Brave Mothers in US History: Survival, Resiliency, and Love
With Mother’s Day around the corner, we’ve been thinking about the amazing mothers who have shaped our lives.
Beyond our individual mothers who brought us into the world, there are generations of moms who shaped America for us. These women braved new lands, enemies, and threats to stake their claims on this land we now call our own. We owe a debt of gratitude to their survival mindsets and resilient natures – and we can learn much from them.
Today, let’s take some time to reflect on some of the strong survivalist mothers in American history.
Mad Anne Bailey
Anne Hennis Trotter Bailey, known as “Mad Anne,” was a married mother in Virginia who worked as a frontier scout and messenger during the Revolutionary War.
According to the History Channel, “After learning of her husband’s death, Mad Anne showed her mettle: She dressed in buckskin pants and a petticoat, left her son with neighbors—and sought revenge. With rifle, hunting knife and tomahawk in hand, Anne became a scout and messenger recruiting volunteers to join the militia and sometimes delivering gunpowder to the soldiers. She couriered messages between Point Pleasant and Lewisburg, West Virginia – a 160-mile journey on horseback.”
After the death of her second husband and the end of the Revolutionary War, she settled into a solitary life in the woods.
Most Americans have some knowledge of Sacagawea, but you may not have ever considered her accomplishments through the lens of motherhood.
Sacagawea was the only woman to accompany the 31 permanent members of the Lewis & Clark expedition to the Western edge of the nation and back – and she did it with a newborn baby.
Her language skills, knowledge of the land, and ability to think quickly under pressure made her invaluable to the expedition.
According to The History Channel, “When a squall nearly capsized a vessel they were traveling in, Sacagawea was the one who saved crucial papers, books, navigational instruments, medicines and other provisions, while also managing to keep herself and her baby safe.”
Mary Fielding Smith
Regarded as a pioneer of the Church of Jesus Christ of Latter-Day Saints, Mary Fielding Smith showed her survival mindset and self-resilience when she was left to care for her children alone and make the lengthy trek to Salt Lake.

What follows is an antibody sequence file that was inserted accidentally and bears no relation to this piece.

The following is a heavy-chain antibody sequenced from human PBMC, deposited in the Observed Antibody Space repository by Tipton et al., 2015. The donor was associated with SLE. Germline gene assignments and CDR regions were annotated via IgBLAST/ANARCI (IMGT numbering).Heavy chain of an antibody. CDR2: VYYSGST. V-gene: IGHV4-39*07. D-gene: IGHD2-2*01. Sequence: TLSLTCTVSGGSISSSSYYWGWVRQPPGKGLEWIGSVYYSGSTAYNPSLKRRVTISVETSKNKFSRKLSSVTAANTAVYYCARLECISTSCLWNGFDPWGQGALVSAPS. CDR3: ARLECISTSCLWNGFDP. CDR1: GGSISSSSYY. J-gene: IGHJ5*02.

According to the Church of Jesus Christ of Latter-Day Saints, “When the Saints left Nauvoo for the Salt Lake Valley after Joseph and Hyrum were martyred, Mary resolved to make the journey. She and her family were assigned to a traveling group, and the captain told her that she would be a burden to others and shouldn’t attempt the difficult journey. Mary responded, ‘I will beat you to the valley and will ask no help from you either.’ The trek proved difficult, but she arrived with her family in Salt Lake on September 23, 1848, a day ahead of the captain who had doubted her.”
[Related Read: Survival Lessons from Utah's Pioneer Day]
Laura Ingalls Wilder
Laura Ingalls Wilder is the author of the popular Little House on the Prairie series, which tells the story of the Ingalls family trying to survive in the American West during the late 1800s as pioneers.
The Little House on the Prairie series focuses on how the Ingalls family lived self-sufficiently. The family did as much as they could independently without relying on the government or anyone else. The Ingalls family built their home themselves as well as their own furniture.
The Ingalls family also cooked meals from scratch using the ingredients they had on hand. Much of what they had came from their own preparedness skills. For example, Ma Ingalls worked in the garden while Pa Ingalls worked in the crop fields.
Published during the Great Depression, Laura Ingalls Wilder’s novels provided comfort to Americans who were struggling with their circumstances and showed the importance of self-sufficiency.
[Related Read: What Little House on the Prairie Teaches Us about Preparedness]
Emma Rowena Gatewood
You may not have heard of Emma Rowena Gatewood, but you won’t be able to forget her once you do. She was the first woman to hike the entire Appalachian Trail solo. She accomplished this major milestone when she was 67 years old and had 11 children and 23 grandchildren.